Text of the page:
Marshall’s Time in Chicago Gives Knowledge
Chicago, Illinois — Isabelle Marshall spent her spring break in Chicago on an alternative spring break and she gained knowledge on life outside the walls of her college, her backgroound and her life. Seeing documentaries, news clips, and reading articles on the subject of income disparity doesn’t compare to being there in person. She filled her break with a learning adventure.
Isabelle graduated RCHS in 2018 and am now attending the University of Tennessee, Knoxville. She is majoring in Public Administration in the Haslam College of Business with a minor in political science. While in high school she was the Battalion Executive Officer in JROTC, and played trumpet for the marching band. She participated in the Distinguished Young Woman Program(DYW), Girl’s State, and was selected the 2017 Miss Spring City. She currently holds the crown from 2018 Miss Fairest of the Fair. Isabelle is the daughter of Joni Marshall and after college plans work to affected policy in either wealth distribution or achieve universal education.
In college she has been the Fundraising chair for the Tennessee Speech & Debate Society where she is also the #1 novice in the nation for the debate and #1 novice speaker in the nation, the Logistics Committee Chair for the Baker Ambassadors of the Howard H. Baker Jr. Center for Public Policy, a Student Government Association Senator and on government affairs committee, a Student Alumni Associate, programming coordinator for the Organizational Resource Group, a department of political science office assistant Shedoes undergraduate research under Dr. Jana Morgan about the congressional rhetoric surrounding the federal minimum wage.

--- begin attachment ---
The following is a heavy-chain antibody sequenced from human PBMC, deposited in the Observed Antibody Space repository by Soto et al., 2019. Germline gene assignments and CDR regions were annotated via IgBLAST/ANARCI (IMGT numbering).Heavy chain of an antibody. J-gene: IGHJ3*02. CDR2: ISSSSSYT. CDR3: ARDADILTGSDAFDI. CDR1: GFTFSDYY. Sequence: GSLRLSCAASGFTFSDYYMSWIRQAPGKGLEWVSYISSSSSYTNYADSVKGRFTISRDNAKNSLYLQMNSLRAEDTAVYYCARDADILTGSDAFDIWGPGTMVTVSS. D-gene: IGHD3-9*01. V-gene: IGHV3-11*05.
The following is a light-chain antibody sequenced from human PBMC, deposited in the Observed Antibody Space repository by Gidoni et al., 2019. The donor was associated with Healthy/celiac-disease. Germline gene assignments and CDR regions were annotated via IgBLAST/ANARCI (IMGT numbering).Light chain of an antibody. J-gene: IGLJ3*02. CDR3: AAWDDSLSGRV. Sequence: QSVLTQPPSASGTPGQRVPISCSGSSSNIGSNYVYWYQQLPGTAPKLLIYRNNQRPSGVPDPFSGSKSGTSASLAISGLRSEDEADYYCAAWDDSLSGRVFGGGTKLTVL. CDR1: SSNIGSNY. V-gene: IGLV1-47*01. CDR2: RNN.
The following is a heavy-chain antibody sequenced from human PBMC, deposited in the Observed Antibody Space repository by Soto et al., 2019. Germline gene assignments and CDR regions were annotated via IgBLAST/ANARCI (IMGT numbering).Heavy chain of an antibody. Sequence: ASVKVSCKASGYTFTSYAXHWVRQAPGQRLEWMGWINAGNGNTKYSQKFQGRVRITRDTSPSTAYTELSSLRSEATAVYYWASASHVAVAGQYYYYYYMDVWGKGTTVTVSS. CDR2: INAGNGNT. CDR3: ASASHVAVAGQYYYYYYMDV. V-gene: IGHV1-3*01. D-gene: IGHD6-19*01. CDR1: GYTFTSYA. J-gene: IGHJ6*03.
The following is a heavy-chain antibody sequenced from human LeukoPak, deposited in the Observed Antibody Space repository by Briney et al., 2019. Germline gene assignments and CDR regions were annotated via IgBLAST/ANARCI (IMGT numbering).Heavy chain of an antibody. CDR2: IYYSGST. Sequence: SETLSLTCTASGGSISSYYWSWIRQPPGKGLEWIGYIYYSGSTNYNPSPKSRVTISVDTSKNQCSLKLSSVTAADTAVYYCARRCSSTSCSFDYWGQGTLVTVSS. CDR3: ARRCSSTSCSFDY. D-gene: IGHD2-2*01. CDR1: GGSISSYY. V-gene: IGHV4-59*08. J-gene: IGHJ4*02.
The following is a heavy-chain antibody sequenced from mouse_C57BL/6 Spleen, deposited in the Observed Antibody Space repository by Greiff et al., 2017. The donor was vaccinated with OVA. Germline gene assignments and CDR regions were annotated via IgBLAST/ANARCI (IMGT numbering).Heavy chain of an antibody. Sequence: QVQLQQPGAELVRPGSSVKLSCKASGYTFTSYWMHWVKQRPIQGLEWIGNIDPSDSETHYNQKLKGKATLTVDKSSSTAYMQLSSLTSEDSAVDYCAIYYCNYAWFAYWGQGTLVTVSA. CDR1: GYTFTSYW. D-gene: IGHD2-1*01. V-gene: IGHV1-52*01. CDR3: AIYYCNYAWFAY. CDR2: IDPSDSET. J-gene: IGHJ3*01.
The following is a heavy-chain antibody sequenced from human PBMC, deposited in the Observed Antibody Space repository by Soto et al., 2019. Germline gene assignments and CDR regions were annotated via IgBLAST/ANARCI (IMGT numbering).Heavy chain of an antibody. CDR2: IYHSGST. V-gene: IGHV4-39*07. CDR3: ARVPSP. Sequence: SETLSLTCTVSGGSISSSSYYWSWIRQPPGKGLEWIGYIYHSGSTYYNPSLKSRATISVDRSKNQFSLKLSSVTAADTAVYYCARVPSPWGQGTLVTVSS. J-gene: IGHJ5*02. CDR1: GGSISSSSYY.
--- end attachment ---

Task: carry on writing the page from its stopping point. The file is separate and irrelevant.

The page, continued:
I asked Isabelle to give summary of her trip and she responded with a very detailed account of her time in Chicago. The response is long, but well worth reading. The enrichment in one’s life from a trip like this has to be very educational and thought provoking.
Isabelle replied, “Over my group’s time in Chicago, we visited seven different service sites. The first one wewent to was Northwestern Settlement. Their mission is “for more than 125 years, Northwestern Settlement has nurtured, educated, and inspired children and families in need in Chicago. Focusing on changing lives through education, social services, and the arts,Northwestern Settlement’s programs are fully integrated to meet the complex needs of our neighbors.” There, we learned about how a quality education can be such an important stepping stone to a sustainable life; this spoke especially to me since I value education so much. Northwestern Settlement has a school, a theater program, a food pantry, and many other areas in which they support the community.”
“My favorite part about what they do is that they really humanize those that use their services. For example, they call the people who use their food pantry “neighbors” and let them choose which food they want to take instead of giving them whatever they have, because they recognized a lot of food was getting wasted that way. While we were there, we helped make cards for the “neighbors” and judged a science fair for the middle schoolers! It was so incredible to see their excellence, and how investing so deeply in their success really paid off.”
“The second place we went to was the Greater Chicago Food Depository, which distributes food to the Chicago food pantries. For three hours, our group and a few other volunteer groups bagged and boxed pears to send out to families the next day. We ended up bagging and sending about 15,000 pounds of pears! Those pears would be on someone’s plate the next day, and it was nice to meet the fellow volunteers.”